Aston Martin losses widen amid ‘transition’ to new model launches

The luxury car maker said it expects new product launches to boost sales in the second half of the financial year.

Alex Daniel
Wednesday 01 May 2024 10:01 BST
The company said it is still on track to hit its full-year 2024 target (Alamy/PA)
The company said it is still on track to hit its full-year 2024 target (Alamy/PA)

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Aston Martin’s pre-tax losses nearly doubled to £138.8 million in the first quarter, as the luxury car maker slowed down production of several older car models ahead of a clutch of planned launches later this year.

The FTSE 250 company made 945 wholesale car sales in the three months to March 31, down by a quarter from 1,269 during the same period last year.

However, the car maker said it expects the new launches to boost its sales later in the year, with its new Vantage and DBX707 models due to start being delivered before the end of the second quarter.

2024 is a year of immense product transformation at Aston Martin, with the introduction of four new models to the market before the end of the year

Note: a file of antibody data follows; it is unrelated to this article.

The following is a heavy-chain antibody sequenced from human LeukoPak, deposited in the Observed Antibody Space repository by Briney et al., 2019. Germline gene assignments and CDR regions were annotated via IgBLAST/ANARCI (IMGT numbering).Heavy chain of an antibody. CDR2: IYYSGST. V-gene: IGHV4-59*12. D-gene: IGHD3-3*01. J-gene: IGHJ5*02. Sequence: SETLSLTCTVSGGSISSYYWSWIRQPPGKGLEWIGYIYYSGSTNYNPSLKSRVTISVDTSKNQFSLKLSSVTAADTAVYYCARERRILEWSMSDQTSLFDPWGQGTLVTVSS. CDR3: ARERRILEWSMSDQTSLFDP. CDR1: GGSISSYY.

Lawrence Stroll, Aston Martin

Meanwhile, its flagship V12 and Special models will see deliveries start in the fourth quarter.

Lawrence Stroll, Aston Martin executive chairman, said: “2024 is a year of immense product transformation at Aston Martin, with the introduction of four new models to the market before the end of the year.

“Our first-quarter performance reflects this expected period of transition, as we ceased production and delivery of our outgoing core models ahead of the ramp-up in production of the new Vantage, upgraded DBX707 and our upcoming V12 flagship sports car.”

Despite first-quarter losses being greater than analyst estimates, the company said it is still on track to hit its full-year 2024 target.

The results and upcoming launches represent the next step in a turnaround at Aston Martin in recent years, after Mr Stroll bought the company in 2020.

Net debt, a figure which has held back the car maker since an unsuccessful public listing in 2018, grew to £1.04 billion from £868 million.

But it pointed to a £1.2 billion refinancing deal, completed after several updates from rating agencies, as a sign that the turnaround plan is on track.

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